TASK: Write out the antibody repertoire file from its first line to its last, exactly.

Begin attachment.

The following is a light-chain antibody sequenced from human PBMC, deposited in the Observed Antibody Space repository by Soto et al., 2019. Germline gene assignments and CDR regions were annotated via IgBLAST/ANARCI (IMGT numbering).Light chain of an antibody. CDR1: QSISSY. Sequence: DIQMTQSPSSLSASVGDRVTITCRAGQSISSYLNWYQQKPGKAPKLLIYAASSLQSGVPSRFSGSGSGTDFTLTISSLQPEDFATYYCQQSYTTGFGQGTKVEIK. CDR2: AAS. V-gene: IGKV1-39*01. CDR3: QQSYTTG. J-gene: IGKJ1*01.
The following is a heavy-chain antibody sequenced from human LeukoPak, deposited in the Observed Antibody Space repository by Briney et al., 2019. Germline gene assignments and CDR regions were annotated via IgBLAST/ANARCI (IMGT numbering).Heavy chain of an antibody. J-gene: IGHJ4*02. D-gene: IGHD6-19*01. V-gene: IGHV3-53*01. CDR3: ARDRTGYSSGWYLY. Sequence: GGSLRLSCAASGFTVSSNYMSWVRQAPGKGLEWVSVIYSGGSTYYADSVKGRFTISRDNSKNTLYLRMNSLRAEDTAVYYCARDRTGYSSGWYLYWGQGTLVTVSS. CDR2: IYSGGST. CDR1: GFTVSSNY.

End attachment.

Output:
The following is a light-chain antibody sequenced from human PBMC, deposited in the Observed Antibody Space repository by Soto et al., 2019. Germline gene assignments and CDR regions were annotated via IgBLAST/ANARCI (IMGT numbering).Light chain of an antibody. CDR1: QSISSY. Sequence: DIQMTQSPSSLSASVGDRVTITCRAGQSISSYLNWYQQKPGKAPKLLIYAASSLQSGVPSRFSGSGSGTDFTLTISSLQPEDFATYYCQQSYTTGFGQGTKVEIK. CDR2: AAS. V-gene: IGKV1-39*01. CDR3: QQSYTTG. J-gene: IGKJ1*01.
The following is a heavy-chain antibody sequenced from human LeukoPak, deposited in the Observed Antibody Space repository by Briney et al., 2019. Germline gene assignments and CDR regions were annotated via IgBLAST/ANARCI (IMGT numbering).Heavy chain of an antibody. J-gene: IGHJ4*02. D-gene: IGHD6-19*01. V-gene: IGHV3-53*01. CDR3: ARDRTGYSSGWYLY. Sequence: GGSLRLSCAASGFTVSSNYMSWVRQAPGKGLEWVSVIYSGGSTYYADSVKGRFTISRDNSKNTLYLRMNSLRAEDTAVYYCARDRTGYSSGWYLYWGQGTLVTVSS. CDR2: IYSGGST. CDR1: GFTVSSNY.